From what I remember, Steve’s last keynote had him declaring Apple was going ‘all in’ on iCloud and asking the obvious question ‘These guys did MobileMe, why should we trust them?’. Apple made good on that promise and the pricing is more than reasonable for what is on offer.
 

lunarworks

macrumors 68000
Jun 17, 2003
1,897
4,877
Toronto, Canada
A gigantic data center requiring massive amounts of cooling built in one of the hottest places in the USA.
There's a larger story to this.

This plant was built for GT Advanced Technology to produce high-quality sapphire for Apple. When GT ended up not being able to deliver on the promise and collapsed, Apple decided to use the building they paid for for something.
 

happyslayer

macrumors 6502a
Feb 3, 2008
919
425
Glendale, AZ
A gigantic data center requiring massive amounts of cooling built in one of the hottest places in the USA.
I live in the area. There are a lot of call and data centers built here. Yes we have pretty high temps a lot of the year, but that is about all. No major weather issues to take down a call/data center. No hurricanes, earthquakes, volcanos or even much rain. About the only weather to speak of happens around this time of year (maybe even tonight) and those are basically just really big dust storms. So reliability is very good. Also, like the above poster said, good access for solar as well, with all our sunny days,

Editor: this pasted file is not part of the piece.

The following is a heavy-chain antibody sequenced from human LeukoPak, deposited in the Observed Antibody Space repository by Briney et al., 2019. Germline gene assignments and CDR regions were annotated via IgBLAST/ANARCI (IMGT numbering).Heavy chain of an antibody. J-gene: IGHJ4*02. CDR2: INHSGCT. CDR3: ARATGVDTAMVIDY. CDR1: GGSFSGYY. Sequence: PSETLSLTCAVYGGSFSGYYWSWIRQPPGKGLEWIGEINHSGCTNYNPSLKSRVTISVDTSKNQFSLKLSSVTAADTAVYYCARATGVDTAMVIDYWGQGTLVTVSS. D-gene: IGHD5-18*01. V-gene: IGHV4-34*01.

DTphonehome

macrumors 68000
Apr 4, 2003
1,772
2,300
NYC
It seems the monitoring is done with Mac machines. But the pictures are not clear enough as to what the actual servers are.
I wonder if Apple would have saved money by keeping the Xserve around and being their own best customer with all the data centers they’ve built around the world.
 

DeepIn2U

macrumors 604
May 30, 2002
6,898
2,187
Toronto, Ontario, Canada
Did you spot the oompa loompas?
LMAO ... just finished watching Bruce Linton's interview on Bloomberg (CEO of Canopy) and he mentioned Oompa loopas as part of the conversation and then getting serious with what their business is about.

Back on topic this server looks VERY clean .. similar to Apple's products.

I'm curious if hackers grew a big solid pair if they'd go the next step and try blowing up security centres to muffle with competition? Sounds crazy but is it really that far from corporate theft and espionage?